Let’s face it, a sales job is tough. When you first start this career, chances are high you’re not going to like it, or at least not every aspect – prospecting for example. But this is irrelevant. Like the task or not, some tasks are essential to success and longevity – prospecting for example! MORE
When you start, you make a lot of mistakes. Failure is a necessary step in the learning process, and a necessary step in the success journey. I often say, “It’s hard to love something you suck at”. So it can be in the early days of a sales career.
But don’t quit too early because you don’t love it. Given time, study, practice and a high level of the right actions, success will come. And with success, love for the career will blossom.
I don’t want to sound like an incurable romantic, but I do love Sales. But I didn’t when I first started.
How did I turn doubt and distress into love?
Do these things and success is assured. You will begin to see successes – firstly small ones, then larger successes as your skill builds.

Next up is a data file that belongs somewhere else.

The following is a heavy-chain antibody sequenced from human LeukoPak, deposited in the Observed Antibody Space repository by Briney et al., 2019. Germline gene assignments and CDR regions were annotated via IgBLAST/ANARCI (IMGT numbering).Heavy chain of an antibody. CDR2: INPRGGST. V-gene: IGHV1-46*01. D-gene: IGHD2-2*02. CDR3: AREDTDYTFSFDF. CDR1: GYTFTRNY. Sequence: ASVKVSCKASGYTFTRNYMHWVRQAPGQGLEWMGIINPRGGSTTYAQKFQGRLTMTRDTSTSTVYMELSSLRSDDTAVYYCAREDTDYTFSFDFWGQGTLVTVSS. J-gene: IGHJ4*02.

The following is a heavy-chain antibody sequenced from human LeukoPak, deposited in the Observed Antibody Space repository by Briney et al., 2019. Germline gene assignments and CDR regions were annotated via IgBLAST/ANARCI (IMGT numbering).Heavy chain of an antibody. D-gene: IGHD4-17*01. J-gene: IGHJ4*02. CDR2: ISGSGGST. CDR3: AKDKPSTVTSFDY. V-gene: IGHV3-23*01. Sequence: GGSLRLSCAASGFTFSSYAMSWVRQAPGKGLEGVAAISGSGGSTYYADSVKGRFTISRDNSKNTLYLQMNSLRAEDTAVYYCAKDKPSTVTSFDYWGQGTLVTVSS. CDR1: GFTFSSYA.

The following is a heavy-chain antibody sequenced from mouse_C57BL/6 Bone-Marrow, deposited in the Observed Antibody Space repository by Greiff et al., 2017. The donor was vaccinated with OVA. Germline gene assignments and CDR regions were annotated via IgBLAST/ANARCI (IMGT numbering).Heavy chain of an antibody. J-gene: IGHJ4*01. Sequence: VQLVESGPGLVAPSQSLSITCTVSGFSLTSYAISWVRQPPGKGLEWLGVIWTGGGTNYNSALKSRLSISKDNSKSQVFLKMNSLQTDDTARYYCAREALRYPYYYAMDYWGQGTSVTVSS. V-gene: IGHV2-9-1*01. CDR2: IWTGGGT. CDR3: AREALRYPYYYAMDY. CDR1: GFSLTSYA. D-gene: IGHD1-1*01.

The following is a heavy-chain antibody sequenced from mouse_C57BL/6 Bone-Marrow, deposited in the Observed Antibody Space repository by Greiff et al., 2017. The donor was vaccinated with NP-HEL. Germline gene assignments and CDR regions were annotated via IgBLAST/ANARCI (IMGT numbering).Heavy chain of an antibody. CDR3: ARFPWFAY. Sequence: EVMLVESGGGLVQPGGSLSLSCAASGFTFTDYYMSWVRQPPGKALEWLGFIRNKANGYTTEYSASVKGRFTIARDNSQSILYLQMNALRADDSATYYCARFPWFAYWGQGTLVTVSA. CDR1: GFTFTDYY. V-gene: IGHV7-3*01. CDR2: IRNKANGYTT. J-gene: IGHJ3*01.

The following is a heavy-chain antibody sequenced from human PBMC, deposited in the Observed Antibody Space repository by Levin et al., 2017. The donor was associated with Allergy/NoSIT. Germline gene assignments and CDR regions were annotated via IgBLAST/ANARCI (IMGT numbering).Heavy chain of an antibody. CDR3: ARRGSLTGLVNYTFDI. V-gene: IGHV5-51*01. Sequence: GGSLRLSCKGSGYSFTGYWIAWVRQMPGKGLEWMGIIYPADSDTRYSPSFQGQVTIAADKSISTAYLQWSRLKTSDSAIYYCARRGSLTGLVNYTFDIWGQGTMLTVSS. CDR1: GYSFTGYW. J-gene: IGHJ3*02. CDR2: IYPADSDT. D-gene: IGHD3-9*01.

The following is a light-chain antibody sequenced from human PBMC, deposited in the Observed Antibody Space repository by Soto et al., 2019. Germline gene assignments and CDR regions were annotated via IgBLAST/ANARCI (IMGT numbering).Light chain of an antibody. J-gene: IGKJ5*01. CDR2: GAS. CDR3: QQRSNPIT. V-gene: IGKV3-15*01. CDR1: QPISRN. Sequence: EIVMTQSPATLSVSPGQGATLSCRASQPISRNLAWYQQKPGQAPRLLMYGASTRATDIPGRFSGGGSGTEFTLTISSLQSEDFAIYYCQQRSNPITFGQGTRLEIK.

And from these successes you may come to love your work. Sure, you won’t like every aspect of your work. Who does, honestly? But just as it’s hard to love something you suck at, once you stop ‘sucking’, it’s hard not to love a career that gives you so much opportunity to help people and earn a high income. Remember, good things take time.
It all begins with not sucking!
Written and video reviews are essential. To quote one winning salesperson: “These days, clients go online and do research on you. At the listing presentation, they verify what they already know”. She’s right. Real estate agents who pay little heed to client reviews will lose many listings to their opposition.
And those reviews must be genuine – never ‘fake happiness’. In this short sales session, real estate agency profit consultant, Gary Pittard, says that there is no need to ‘fake happiness’. Obtaining reviews from happy clients is not at all difficult.